Taxation Laws Amendment Bill (No. 4) 1995

Income Tax (Franking Deficit) Amendment Bill 1995

Income Tax (Deficit Deferral) Amendment Bill 1995

Explanatory Memorandum

(Circulated by authority of the Treasurer, the Hon Ralph Willis, MP)
This Memorandum Takes Account of Amendments Made by the House of Representatives to the Bill as Introduced

Chapter 7 - Forestry plantations


7.1 The amendments contained in Part 2 of Schedule 4 of the Bill amend the Income Tax Assessment Act 1936 (the Act) to ensure that where a taxpayer who conducts timber operations purchases an established forest or plantation and sells that forest or plantation before the trees are felled, the taxpayer only pays tax on the net proceeds from the sale of the trees.

Summary of the amendments

Purpose of the amendments

7.2 The purpose of the amendments is to remove an anomaly in the income tax law that may operate to disadvantage taxpayers who purchase an established but immature plantation or immature forest and subsequently sell it with the timber still standing. At present, these taxpayers may be taxed on the gross profits of such a sale of standing timber.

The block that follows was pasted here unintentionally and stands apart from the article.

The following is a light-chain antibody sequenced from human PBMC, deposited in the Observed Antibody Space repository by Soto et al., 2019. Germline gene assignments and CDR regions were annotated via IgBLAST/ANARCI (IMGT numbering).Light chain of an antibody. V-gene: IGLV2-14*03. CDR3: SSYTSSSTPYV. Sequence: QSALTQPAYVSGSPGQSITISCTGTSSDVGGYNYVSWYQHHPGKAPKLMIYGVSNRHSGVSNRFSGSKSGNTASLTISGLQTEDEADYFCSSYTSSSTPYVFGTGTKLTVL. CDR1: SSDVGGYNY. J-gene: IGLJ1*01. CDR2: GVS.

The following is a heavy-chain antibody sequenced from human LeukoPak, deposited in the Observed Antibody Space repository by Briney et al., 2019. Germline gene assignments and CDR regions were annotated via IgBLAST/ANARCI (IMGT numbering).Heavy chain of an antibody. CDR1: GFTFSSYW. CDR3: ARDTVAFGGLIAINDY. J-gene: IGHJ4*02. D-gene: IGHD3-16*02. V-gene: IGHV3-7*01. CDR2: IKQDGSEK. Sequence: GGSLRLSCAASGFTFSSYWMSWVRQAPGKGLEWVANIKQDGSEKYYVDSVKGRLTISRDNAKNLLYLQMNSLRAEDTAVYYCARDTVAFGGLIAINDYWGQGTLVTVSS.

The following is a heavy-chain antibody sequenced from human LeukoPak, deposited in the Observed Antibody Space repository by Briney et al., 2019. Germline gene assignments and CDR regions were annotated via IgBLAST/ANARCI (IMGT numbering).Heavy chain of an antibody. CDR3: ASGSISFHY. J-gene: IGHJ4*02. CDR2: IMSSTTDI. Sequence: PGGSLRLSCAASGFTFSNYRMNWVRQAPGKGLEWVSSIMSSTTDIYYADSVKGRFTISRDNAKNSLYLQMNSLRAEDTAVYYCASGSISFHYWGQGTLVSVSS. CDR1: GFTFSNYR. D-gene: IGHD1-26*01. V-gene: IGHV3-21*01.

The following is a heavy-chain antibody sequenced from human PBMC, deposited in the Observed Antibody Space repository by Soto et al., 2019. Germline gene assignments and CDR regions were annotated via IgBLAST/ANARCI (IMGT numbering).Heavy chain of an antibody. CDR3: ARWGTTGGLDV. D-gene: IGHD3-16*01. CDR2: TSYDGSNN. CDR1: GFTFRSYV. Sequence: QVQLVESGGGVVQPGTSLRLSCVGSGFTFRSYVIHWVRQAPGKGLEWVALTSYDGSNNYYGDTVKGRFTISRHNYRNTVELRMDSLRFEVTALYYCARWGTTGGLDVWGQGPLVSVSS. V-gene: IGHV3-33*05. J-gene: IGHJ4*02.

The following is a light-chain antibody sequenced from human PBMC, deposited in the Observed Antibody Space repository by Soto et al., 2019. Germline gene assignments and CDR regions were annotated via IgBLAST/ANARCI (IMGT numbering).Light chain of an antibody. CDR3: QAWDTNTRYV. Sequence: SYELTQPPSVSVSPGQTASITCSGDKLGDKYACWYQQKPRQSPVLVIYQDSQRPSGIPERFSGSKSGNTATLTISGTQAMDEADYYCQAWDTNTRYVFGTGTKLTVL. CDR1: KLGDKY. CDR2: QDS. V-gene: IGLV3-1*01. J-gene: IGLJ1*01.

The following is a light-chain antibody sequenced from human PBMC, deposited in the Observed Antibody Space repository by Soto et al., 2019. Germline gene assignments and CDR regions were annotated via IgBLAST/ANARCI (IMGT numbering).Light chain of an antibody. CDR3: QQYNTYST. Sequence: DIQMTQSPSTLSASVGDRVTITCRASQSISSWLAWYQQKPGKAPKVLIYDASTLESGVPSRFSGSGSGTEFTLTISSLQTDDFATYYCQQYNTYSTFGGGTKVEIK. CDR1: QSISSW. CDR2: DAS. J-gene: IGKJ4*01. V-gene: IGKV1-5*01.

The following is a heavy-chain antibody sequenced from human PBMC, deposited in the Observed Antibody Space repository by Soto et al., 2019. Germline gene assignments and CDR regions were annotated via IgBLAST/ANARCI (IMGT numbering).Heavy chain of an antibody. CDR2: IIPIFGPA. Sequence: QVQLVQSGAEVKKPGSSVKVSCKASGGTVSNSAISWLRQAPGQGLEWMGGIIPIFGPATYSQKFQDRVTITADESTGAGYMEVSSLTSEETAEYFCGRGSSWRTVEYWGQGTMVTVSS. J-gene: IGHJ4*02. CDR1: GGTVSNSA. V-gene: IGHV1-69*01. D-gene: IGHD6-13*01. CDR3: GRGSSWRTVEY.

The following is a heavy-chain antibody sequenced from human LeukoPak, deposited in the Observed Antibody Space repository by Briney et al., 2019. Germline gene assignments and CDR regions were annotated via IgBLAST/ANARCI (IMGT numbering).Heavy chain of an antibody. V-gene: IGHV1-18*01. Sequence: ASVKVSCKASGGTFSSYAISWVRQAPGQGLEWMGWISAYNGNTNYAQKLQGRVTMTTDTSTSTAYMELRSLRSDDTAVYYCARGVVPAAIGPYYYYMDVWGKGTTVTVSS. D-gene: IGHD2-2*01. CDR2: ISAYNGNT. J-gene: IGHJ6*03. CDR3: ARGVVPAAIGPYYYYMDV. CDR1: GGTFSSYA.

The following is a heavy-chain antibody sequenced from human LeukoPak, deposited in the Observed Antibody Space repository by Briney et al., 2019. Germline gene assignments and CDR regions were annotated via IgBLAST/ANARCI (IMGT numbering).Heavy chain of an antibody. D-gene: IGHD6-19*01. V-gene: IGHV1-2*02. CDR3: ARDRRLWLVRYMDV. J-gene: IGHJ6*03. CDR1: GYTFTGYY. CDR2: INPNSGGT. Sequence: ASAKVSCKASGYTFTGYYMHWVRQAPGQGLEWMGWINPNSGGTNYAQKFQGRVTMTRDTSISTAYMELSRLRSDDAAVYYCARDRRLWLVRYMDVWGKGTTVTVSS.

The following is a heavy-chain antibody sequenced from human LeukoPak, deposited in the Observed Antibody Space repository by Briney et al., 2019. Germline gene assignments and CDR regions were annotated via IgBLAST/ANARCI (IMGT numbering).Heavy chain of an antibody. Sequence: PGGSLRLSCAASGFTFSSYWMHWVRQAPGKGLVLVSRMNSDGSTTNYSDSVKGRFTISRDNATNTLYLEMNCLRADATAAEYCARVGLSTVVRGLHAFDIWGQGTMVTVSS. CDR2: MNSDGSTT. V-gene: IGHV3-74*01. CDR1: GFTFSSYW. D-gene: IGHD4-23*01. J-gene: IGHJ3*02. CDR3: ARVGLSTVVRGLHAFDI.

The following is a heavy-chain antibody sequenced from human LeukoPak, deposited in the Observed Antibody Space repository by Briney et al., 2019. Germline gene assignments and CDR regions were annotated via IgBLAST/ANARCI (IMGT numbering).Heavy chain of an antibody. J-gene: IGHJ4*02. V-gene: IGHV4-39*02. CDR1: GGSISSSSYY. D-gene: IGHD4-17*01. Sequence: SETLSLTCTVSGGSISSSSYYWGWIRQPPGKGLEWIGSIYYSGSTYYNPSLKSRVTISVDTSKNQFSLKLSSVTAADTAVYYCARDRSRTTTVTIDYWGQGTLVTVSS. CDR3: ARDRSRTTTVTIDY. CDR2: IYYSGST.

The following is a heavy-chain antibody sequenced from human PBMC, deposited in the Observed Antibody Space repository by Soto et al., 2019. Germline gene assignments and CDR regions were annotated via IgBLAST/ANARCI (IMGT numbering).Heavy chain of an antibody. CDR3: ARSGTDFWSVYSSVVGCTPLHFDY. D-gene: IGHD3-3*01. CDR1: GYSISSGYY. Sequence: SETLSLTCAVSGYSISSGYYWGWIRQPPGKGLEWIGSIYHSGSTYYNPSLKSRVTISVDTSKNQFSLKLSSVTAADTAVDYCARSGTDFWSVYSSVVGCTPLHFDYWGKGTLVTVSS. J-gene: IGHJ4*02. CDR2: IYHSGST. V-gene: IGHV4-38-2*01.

7.3 The amendments will tax only the net proceeds from the sale of the immature plantation or forest.

Date of effect

7.4 Applies to sales of standing timber after 9 May 1995.

Background to the legislation

7.5 In preparing its ruling TR95/6, Income Tax: primary production and forestry, the Australian Taxation Office (ATO) became aware that there was a taxation anomaly affecting sales of immature forests and plantations. This anomaly operates to disadvantage some of those taxpayers who purchase a pre-existing forest or plantation and subsequently sell it with the timber still standing.

7.6 In most circumstances, only the net proceeds of the sale of timber are taxed. The proceeds from the sale of timber are taxed, and related costs are allowed, either when incurred or against the proceeds of the sale.

7.7 Where a grower plants and tends trees in a plantation, an immediate deduction is available for the costs of establishing the plantation (IT 2296). Where a grower buys an established plantation or a forest and subsequently fells the timber for sale, a deduction of the original price of the trees is available at the time of felling them (section 124J).